Alaska’s foster care system is getting an upgrade.

That comes thanks to a new law ushered in by outgoing Rep. Les Gara (D-Anchorage) and signed Thursday by Gov. Bill Walker.

This bill, House Bill 151, is called The Children Deserve a Loving Home Act.

Gara received broad support to establish new caseworker standards in the state’s Office of Children’s Services.

The new law places such limits as the average statewide caseload limit not exceeding 13 per worker.

It also mandates six weeks of training for new caseworkers and further limits their caseloads.  

Gara pushed his foster care legislation across the finish line in the final days of the legislative session last month.

On Thursday, Walker made it official-- flanked by some of Gara’s House colleagues and about 30 youth who have spent time in the state’s foster care system.

“I think it’s a huge relief. It’s been a long time coming,” said Amanda Metivier, founder of Facing Foster Care in Alaska. “There have been lots of efforts over the last decade or so to reform our foster care system. This is biggest piece of child welfare legislation Alaska has ever passed.

“We are going to see less of a need for foster care when caseworkers can do meaningful social work and move children toward permanency or get families the resources they need on the front end so they don’t have to move children.”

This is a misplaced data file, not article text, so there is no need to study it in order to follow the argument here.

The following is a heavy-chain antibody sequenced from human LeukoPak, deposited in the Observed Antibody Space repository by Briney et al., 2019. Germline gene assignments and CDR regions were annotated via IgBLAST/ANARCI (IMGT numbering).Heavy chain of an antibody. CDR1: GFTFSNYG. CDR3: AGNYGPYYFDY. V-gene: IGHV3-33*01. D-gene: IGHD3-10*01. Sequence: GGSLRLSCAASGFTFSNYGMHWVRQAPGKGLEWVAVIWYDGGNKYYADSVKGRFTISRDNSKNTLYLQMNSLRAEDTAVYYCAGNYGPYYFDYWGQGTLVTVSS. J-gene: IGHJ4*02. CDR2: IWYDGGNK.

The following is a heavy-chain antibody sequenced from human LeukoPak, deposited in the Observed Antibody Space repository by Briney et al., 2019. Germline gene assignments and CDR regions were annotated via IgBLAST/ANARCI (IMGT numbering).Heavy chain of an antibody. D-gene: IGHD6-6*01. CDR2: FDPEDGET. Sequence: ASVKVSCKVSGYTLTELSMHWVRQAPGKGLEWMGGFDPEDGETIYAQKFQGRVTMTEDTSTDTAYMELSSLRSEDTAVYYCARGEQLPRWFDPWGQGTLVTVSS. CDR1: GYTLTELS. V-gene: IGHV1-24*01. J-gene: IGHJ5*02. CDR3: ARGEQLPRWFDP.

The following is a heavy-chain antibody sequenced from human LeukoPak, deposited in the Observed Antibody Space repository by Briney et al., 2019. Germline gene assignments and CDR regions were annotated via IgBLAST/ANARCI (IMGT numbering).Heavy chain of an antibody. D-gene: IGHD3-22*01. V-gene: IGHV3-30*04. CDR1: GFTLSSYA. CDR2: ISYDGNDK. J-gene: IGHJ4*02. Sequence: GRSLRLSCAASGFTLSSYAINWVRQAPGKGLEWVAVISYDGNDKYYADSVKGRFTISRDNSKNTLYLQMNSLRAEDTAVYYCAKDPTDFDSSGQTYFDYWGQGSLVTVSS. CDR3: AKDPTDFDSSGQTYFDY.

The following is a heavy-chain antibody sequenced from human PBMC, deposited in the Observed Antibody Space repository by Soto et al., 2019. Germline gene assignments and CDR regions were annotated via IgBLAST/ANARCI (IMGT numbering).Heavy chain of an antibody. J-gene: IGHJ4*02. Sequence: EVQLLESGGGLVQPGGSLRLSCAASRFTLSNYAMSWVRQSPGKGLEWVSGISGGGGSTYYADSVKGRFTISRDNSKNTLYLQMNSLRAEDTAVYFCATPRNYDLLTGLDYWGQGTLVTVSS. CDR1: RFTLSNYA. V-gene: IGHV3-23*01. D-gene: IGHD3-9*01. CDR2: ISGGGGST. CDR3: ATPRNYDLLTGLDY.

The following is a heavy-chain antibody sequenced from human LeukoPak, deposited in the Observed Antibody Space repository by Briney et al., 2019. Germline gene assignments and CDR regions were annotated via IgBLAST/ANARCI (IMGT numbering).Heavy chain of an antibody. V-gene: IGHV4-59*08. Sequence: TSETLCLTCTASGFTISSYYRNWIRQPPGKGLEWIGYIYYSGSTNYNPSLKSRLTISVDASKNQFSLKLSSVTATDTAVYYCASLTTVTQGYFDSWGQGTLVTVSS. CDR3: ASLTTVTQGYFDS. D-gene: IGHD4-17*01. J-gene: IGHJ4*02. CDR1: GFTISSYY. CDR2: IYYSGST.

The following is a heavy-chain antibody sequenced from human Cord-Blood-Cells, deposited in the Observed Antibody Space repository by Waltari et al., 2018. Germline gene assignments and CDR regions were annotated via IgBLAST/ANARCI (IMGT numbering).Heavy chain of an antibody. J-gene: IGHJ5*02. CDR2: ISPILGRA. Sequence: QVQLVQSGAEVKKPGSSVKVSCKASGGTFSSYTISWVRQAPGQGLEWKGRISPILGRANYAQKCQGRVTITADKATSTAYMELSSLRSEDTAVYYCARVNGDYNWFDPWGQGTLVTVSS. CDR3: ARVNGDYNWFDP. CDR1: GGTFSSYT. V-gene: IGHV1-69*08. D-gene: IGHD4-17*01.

Gara recently announced he will not be running for re-election.

He’s spent much of his 16 years in office advocating for changes in the state’s foster care system. Even as Gara spent time in a foster home as a child, he said Alaska’s foster care kids made the difference by meeting with lawmakers in Juneau.

“It’s never been about me being in the foster care system,” he said. “I knew the subject well, so I thought I could explain it to the Legislature. Then, little did I know with 50 youth coming down, that they could explain it to the Legislature better than I could. So, we sort of became a team.

“These youth came together and they got a bill passed that isn’t necessarily going to change their lives. It’s going to changes the lives of the youth after them. For a group of youth who don’t have a lobbyist, they had to be their own lobbyist.”

The new law also requires the sharing of contact information so that siblings living in separate foster care homes can stay connected with those in other homes. The bill also allows foster parents to make day-to-day decisions for youth about sports, vacations, or other activities without clearing them through their caseworker.

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